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Living With Migraine: A Case Study

By: Kathryn Senior PhD - Updated: 1 Dec 2010 | comments*Discuss
 
Migraine Headache Treatment Cervical

Ben is a slim, well-dressed 31-year old accountant who runs his own business in Winchester. Two years ago he was a passenger in his girlfriend’s car when it was involved in an accident. Slowing down for lights at a large roundabout just outside Southampton, a lorry behind them skidded and hit the back of the car at about 30 miles per hour. Neither Ben nor his girlfriend was badly hurt but Ben sustained a bad whiplash injury and was taken to hospital by ambulance.

“I was more shocked by what had happened than in pain but the whiplash did get very sore over the next few days. An X-ray didn’t show there was any damage and I recovered at my flat for a few days before going back to work. I have my own accountancy firm with two other partners, so it is difficult for me to just disappear,” says Ben.

The Headaches Begin

Two weeks after the accident, Ben was starting to feel better and was looking forward to a concert that he had booked the following weekend. “On the Saturday morning I woke up feeling strange, my vision wasn’t quite right and I felt a bit dizzy. In the next hour, I developed the worst headache I had ever had. It was an intense throbbing pain that seemed to go through my left eye but that was all over the top of my head at the same time. I felt very sick and vomited several times.”

The headache lasted all day and although the pain was gone by the evening, Ben felt washed out and had no energy to go to the concert. In the next few weeks, the headache struck again, sometimes on consecutive days, sometimes with a week or so in between. “I had to go and see the doctor because I was losing valuable time off work and was feeling really low. I began to avoid looking at the computer in case it triggered a headache – which is just not on when you spend your life examining spreadsheets.”

Pain Relief

Ben’s doctor was not a specialist but he diagnosed Ben as having migraine attacks and knew the type of medication that would help. He prescribed a medication that was a mixture of caffeine and ergotamine to take at the first sign of a headache to prevent a full-blown migraine attack. He also gave Ben some stronger painkillers in the event of a migraine developing before Ben could take the ergotamine and caffeine.

“For the first three weeks, it was much better. I took the first drug twice as I felt a headache coming on. But then the migraines started to become more frequent and I was having one everyday and taking the ergotamine caffeine treatment everyday as well. I stopped going to work altogether and was just about disabled in my flat. My girlfriend was really worried and insisted I go back to the GP.”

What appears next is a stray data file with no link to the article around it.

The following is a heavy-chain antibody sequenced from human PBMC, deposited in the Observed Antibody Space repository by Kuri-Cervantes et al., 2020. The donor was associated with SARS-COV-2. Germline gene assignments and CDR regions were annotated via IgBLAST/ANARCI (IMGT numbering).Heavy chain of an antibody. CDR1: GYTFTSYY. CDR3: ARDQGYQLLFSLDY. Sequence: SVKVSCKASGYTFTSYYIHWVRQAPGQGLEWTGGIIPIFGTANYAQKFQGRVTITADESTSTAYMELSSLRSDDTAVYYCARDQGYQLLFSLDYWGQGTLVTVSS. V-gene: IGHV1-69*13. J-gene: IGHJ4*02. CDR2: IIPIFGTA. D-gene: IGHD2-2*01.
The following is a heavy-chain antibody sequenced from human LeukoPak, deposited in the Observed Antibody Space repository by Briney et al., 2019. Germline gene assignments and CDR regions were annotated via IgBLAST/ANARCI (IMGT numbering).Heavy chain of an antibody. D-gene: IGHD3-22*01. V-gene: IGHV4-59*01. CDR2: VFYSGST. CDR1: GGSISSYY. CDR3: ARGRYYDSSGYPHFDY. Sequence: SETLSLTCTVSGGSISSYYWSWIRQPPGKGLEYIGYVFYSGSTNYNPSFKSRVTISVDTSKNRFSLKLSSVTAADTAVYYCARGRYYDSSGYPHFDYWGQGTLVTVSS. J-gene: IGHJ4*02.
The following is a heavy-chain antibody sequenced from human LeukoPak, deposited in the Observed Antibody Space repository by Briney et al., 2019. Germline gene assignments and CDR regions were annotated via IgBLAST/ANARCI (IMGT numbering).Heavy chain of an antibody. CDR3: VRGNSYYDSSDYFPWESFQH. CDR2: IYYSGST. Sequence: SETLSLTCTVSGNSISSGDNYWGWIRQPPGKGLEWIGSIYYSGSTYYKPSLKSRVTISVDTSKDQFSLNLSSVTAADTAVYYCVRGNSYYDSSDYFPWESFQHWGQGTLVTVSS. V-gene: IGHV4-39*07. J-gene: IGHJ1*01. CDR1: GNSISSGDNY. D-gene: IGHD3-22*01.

A Change of Plan

As Ben’s headaches were so frequent and severe, he was referred to a specialist who was able to see him privately within a week. "I would have done anything to get rid of the pain and paying to visit a private doctor seemed like a good idea. I couldn’t have waiting three months to see someone on the NHS.”

The specialist confirmed that Ben was having migraines but another detailed X-ray revealed some minor problems with his cervical vertebrae in his neck, possibly sustained in the whiplash accident. “He explained that I was experiencing something called cervical spasms, which were contracting some of the blood vessels in my brain and causing the vascular disturbance that caused pain. The ergotamine was having a sort of rebound effect, causing the muscles to spasm more frequently, causing more headaches.”

Botox For Migraine?

For four horrendous days Ben had to stop taking any medication and ride out the worst, most constant 4-day headache he could have imagined. When it subsided, Ben just slept for 24 hours. “But after that, I felt better and returned to work again. The headaches reverted to one every few days.”

The specialist booked Ben in for a different treatment. He arranged for a colleague to inject Botox – the drug often used by cosmetic surgeons to treat wrinkles – into the muscles around his cervical vertebrae. “The Botox works by preventing the muscles contracting, so they could not longer go into spasm. The result was immediate – that was a year ago and I haven’t had a single migraine since.”

This therapy would not work for everyone with migraine but if the headaches are caused by spasms of the muscles around the cervical vertebrae it does seem very effective.

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